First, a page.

State Superintendent of Public Instruction Janet Barresi this week released a report showing an increase in the number of high school freshman enrolling in college preparatory-work ready courses as outlined in the Achieving Classroom Excellence Act of 2005.
Almost 91 percent of Oklahoma freshmen this year, or almost 44,000 students, are enrolled in the courses. That number is up from 90 percent in 2010-11 and up from 89 percent in 2006-07.
“I am encouraged that the number of students taking the more strenuous course load continues to increase,” Barresi said. “We want all Oklahoma students to graduate college, career and citizen ready, and we feel this path will help ensure future success.”
The ACE law allows high school students at the beginning of their freshman year to 'opt out' of the college preparatory-work ready curriculum outlined in the ACE law. Parents must give written and verbal consent to their students’ high school counselors or principals.
According to data compiled by the state Department of Education, the parents and/or guardians of 4,242 Oklahoma high school freshmen have consented to their students opting out of the college preparatory-work ready curriculum in favor of the basic core curriculum. Completing either set of requirements leads to a high school diploma.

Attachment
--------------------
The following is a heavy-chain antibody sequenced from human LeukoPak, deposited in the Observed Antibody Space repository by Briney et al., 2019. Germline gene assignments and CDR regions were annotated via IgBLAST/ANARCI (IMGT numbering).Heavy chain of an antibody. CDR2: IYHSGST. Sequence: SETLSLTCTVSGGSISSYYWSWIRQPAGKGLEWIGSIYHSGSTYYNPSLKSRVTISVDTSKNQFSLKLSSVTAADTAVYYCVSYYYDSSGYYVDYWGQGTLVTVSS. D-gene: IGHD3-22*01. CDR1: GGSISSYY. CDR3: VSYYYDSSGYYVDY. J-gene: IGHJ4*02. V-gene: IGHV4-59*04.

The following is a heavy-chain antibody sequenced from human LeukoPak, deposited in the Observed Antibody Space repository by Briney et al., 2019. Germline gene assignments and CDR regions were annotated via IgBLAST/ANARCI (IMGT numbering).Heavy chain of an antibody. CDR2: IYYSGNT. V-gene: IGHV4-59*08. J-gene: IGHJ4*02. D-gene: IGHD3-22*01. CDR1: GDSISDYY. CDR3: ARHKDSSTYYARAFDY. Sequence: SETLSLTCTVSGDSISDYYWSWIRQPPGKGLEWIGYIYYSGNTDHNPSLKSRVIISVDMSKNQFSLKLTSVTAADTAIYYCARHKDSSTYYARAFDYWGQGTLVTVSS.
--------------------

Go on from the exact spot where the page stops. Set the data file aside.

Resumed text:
With freshman enrollment for the current school year at 48,151 students, the number of students opting out of the ACE curriculum represents 8.81 percent of the Class of 2015. The percentage of the Class of 2014 whose parents and/or guardians allowed them to opt out of the curriculum in 2010 was 9.51 percent and in 2006 was 11.86 percent.
Earlier this month, Barresi announced that about 84 percent of the state’s seniors had met ACE requirements, putting them on track to graduate.
To view the number of students opting out of ACE curriculum per district, go to http://www.ok.gov/sde/documents/2012-01-10/ace-college-preparatory-curriculum-opt-out-list.